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33 Cards in this Set

  • Front
  • Back
what is knowledge?
Knowledge is a theoretical or practical
understanding of a subject or a domain.
Knowledge is also the sum of what is currently
known, and apparently knowledge is power. Those
who possess knowledge are called experts.
Define the term "rule" in AI.
The term rule in AI, which is the most commonly
used type of knowledge representation, can be
defined as an IF-THEN structure that relates given
information or facts in the IF part to some action in
the THEN part. A rule provides some description
of how to solve a problem. Rules are relatively
easy to create and understand.
The IF part of a rule is called the ....
antecedent (premise or condition)
The THEN part of a rule is called the
consequent (conclusion or
action)
Formal names for AND and OR operations?
AND (conjunction), OR (disjunction)
Rules can represent relations, recommendations,
directives, strategies and heuristics:
Relation
IF the ‘fuel tank’ is empty
THEN the car is dead

Recommendation
IF the season is autumn
AND the sky is cloudy
AND the forecast is drizzle
THEN the advice is ‘take an umbrella’

Directive
IF the car is dead
AND the ‘fuel tank’ is empty
THEN the action is ‘refuel the car’

Strategy
IF the car is dead
THEN the action is ‘check the fuel tank’;
step1 is complete
IF step1 is complete
AND the ‘fuel tank’ is full
THEN the action is ‘check the battery’;
step2 is complete

Heuristic
IF the spill is liquid
AND the ‘spill pH’ < 6
AND the ‘spill smell’ is vinegar
THEN the ‘spill material’ is ‘acetic acid’
Name the five members in the development of an expert system.
the domain expert, the
knowledge engineer, the programmer, the
project manager and the end-user.
How would you go about selecting a problem as being a problem that should be solved by an expert System?
The need for the solution justifies the cost and
effort for building an ES

Human expertise is not available in all
situations where it is needed

The problem may be solved using symbolic
reasoning

The problem domain is well structured and
does not require commonsense reasoning

The problem may not be solved using
traditional computing methods

Cooperative and articulate experts exist

The problem is of proper size and scope
What is the knowledge base in an expert system?
The knowledge base contains the domain
knowledge useful for problem solving. In a rulebased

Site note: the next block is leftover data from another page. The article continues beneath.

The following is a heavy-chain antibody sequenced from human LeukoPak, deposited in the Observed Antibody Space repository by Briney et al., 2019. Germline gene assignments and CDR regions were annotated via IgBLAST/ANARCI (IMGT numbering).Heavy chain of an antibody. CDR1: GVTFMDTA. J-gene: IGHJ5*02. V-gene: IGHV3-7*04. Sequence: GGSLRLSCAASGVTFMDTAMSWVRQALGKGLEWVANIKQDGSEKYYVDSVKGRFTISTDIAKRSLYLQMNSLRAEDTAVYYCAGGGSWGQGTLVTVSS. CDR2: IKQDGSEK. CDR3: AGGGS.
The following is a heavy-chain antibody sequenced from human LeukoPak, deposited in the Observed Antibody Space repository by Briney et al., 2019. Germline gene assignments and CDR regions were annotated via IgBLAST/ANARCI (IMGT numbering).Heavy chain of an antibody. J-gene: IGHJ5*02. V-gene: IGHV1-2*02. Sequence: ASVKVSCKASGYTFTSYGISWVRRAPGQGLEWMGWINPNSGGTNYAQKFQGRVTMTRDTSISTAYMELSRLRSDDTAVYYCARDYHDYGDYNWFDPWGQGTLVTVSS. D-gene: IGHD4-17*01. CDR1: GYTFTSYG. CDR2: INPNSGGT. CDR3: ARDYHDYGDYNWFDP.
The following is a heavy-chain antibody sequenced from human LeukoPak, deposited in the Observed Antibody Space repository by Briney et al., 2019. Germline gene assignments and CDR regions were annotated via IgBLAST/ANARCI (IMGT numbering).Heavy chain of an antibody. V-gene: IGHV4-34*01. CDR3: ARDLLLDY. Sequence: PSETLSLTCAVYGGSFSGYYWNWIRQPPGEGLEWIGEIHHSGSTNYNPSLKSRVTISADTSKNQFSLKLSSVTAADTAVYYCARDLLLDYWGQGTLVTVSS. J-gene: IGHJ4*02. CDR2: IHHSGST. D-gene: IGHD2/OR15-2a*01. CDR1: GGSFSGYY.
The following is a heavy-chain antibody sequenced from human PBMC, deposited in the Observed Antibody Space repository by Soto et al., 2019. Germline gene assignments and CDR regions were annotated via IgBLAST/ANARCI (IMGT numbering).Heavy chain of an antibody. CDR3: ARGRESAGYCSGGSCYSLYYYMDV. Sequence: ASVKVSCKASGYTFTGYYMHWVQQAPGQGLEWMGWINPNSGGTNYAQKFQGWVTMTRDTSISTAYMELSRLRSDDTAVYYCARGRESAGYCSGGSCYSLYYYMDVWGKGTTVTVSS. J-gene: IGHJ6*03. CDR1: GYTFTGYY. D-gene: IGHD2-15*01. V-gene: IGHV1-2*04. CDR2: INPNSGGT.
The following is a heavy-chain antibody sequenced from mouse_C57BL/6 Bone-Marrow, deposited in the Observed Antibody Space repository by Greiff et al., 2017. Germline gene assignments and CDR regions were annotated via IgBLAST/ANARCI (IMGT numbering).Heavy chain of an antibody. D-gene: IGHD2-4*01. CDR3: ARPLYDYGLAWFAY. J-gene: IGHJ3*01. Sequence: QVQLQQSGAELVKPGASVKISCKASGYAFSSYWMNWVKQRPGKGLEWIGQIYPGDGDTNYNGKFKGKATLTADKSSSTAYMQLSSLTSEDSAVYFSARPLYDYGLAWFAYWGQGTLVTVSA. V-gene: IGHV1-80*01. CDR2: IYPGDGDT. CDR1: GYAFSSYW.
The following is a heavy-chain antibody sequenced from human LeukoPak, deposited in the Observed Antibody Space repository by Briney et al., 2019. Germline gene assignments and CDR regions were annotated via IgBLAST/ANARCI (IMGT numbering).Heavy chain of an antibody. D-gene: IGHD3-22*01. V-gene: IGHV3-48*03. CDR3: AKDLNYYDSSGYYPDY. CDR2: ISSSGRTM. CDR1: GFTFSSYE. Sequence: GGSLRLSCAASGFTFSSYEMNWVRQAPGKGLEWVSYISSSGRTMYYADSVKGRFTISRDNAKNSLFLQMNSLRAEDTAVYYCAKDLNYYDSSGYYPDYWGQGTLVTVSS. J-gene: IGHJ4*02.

expert system, the knowledge is represented
as a set of rules. Each rule specifies a relation,
recommendation, directive, strategy or heuristic
and has the IF (condition) THEN (action) structure.
When the condition part of a rule is satisfied, the
rule is said to fire and the action part is executed.
What is the database in an expert system?
The database includes a set of facts used to match
against the IF (condition) parts of rules stored in the
knowledge base.
What is the inference engine in an expert system?
The inference engine carries out the reasoning
whereby the expert system reaches a solution. It
links the rules given in the knowledge base with the
facts provided in the database.
What is the explanation facilities in an expert system?
The explanation facilities enable the user to ask
the expert system how a particular conclusion is
reached and why a specific fact is needed. An
expert system must be able to explain its reasoning
and justify its advice, analysis or conclusion.
What is Forward Chaining?
Forward chaining is the data-driven reasoning.
The reasoning starts from the known data and
proceeds forward with that data. Each time only
the topmost rule is executed. When fired, the rule
adds a new fact in the database. Any rule can be
executed only once. The match-fire cycle stops
when no further rules can be fired.
What is Backward Chaining?
Backward chaining is the goal-driven reasoning.
In backward chaining, an expert system has the goal
(a hypothetical solution) and the inference engine
attempts to find the evidence to prove it. First, the
knowledge base is searched to find rules that might
have the desired solution. Such rules must have the
goal in their THEN (action) parts. If such a rule is
found and its IF (condition) part matches data in the
database, then the rule is fired and the goal is
proved. However, this is rarely the case.
Give 4 advantages of Rule based expert systems.